Twitter's Misleading User Experience When Reporting Abuse

2 min read

Twitter's history of combating trolls and abuse has been problematic, at best.

Recently, I discovered a corner in their toolkit that highlights why Twitter's current efforts remain ineffective.

When reporting a person for abuse (or, more likely, a bot), Twitter leads you through a multi-step process. 

In the first step, we select an account or a tweet to report.

Step 1 

In the second step, we define the reason for the report.

Step 2

In the third step, we provide additional details.

Step 3

In the fourth step, we indicate who is being harassed.

Step 4

In the fifth step, we select up to five tweets that demonstrate the harassment.

Step 5

In the sixth step, we decide whether we want to block the account, mute the account, or do neither. When we click "Done", the offending tweets we reported are no longer visible. Voila. The process has worked.

Step 6

Except, it hasn't. Despite appearances, Twitter has done nothing to address the abuse. When you are logged in, you can't see the Tweets you reported. To the rest of the world - including, literally, everyone who isn't you - the content is still visible. This almost certainly includes search engines.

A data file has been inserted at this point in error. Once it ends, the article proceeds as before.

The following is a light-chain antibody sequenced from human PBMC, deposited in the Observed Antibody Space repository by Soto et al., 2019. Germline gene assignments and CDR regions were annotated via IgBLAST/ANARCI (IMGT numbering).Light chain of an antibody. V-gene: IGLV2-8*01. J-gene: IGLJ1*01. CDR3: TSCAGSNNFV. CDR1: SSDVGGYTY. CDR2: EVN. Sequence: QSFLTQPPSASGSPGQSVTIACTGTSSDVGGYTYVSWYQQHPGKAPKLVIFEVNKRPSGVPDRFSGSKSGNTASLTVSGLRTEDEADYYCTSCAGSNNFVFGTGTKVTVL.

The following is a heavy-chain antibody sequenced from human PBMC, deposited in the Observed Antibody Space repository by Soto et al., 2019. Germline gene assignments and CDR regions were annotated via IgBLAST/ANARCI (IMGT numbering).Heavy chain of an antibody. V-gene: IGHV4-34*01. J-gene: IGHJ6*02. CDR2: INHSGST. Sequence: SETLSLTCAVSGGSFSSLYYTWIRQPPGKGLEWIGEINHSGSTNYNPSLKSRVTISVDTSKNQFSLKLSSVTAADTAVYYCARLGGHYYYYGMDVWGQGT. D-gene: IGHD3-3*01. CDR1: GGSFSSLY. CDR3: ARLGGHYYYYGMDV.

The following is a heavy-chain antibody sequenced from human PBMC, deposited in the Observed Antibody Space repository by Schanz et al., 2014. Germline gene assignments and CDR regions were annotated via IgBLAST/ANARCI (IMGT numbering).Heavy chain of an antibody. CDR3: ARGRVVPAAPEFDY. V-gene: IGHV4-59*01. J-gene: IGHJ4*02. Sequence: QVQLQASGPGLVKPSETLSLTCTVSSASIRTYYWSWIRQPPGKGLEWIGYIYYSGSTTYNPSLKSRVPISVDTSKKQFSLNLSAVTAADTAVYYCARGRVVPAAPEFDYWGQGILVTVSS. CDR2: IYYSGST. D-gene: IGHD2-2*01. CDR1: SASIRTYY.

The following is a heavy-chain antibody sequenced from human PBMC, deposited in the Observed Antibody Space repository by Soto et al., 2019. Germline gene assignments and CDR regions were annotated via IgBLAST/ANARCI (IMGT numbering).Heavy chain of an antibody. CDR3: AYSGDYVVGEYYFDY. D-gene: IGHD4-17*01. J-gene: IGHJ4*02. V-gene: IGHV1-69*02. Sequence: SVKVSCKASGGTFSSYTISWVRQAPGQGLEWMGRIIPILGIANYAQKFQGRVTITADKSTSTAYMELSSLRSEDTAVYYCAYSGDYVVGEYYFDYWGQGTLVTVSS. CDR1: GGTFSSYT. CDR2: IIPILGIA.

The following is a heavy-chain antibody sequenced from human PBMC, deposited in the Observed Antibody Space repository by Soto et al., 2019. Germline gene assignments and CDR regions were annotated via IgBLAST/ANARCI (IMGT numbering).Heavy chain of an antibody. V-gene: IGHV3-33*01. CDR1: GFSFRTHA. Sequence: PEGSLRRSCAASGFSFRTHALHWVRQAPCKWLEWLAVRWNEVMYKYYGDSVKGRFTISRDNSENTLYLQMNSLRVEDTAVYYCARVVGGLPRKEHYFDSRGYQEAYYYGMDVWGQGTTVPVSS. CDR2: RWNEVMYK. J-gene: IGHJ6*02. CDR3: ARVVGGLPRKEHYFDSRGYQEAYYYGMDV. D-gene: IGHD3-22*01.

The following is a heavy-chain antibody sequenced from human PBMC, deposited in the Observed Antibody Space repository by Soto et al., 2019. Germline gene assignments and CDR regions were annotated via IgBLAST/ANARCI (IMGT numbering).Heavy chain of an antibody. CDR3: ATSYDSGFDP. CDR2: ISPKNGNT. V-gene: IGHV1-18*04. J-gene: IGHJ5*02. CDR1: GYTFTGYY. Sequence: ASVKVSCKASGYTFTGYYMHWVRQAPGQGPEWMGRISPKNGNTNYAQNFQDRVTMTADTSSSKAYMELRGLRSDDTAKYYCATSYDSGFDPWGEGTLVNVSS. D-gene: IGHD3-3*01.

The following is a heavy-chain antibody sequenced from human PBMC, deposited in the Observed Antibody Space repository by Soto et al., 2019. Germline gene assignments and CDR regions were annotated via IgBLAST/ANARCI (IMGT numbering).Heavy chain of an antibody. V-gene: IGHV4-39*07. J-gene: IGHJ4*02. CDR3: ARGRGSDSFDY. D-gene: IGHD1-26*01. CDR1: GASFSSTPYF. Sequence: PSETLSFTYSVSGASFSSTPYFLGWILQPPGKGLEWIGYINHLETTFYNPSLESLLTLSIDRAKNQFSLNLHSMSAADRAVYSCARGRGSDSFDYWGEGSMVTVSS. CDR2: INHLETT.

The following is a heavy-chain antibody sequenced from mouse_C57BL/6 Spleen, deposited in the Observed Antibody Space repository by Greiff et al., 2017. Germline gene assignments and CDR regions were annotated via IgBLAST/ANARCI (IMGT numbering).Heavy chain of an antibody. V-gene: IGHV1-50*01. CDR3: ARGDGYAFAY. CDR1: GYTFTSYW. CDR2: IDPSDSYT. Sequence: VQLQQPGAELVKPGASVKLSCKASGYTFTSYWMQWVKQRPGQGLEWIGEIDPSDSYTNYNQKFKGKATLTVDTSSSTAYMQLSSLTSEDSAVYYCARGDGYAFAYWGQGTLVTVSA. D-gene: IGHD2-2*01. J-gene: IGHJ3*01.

From your perspective, it actually looks like Twitter has done something, but from a practical perspective, Twitter has engaged in a game of smoke and mirrors. This happens regardless of whether or not we select "Block" or "Mute"; Twitter still hides the tweets you reported from you, and you alone.

This is dangerous. If a person has been doxxed on Twitter and they report the tweet, Twitter's UX creates the misleading impression that the offending content has been removed. The solution to this problem is simple: Twitter should let the "Block" or "Mute" options work as intended. While this wouldn't fix Twitter's abysmal record of responding to abuse, it would at least provide a more honest user experience.

When Twitter automatically hides offensive content from the people who have reported it, they create the impression that they have done something, when they have done nothing. Design choices like this demonstrates Twitter's apathy towards effectively addressing hate and abuse on their platform.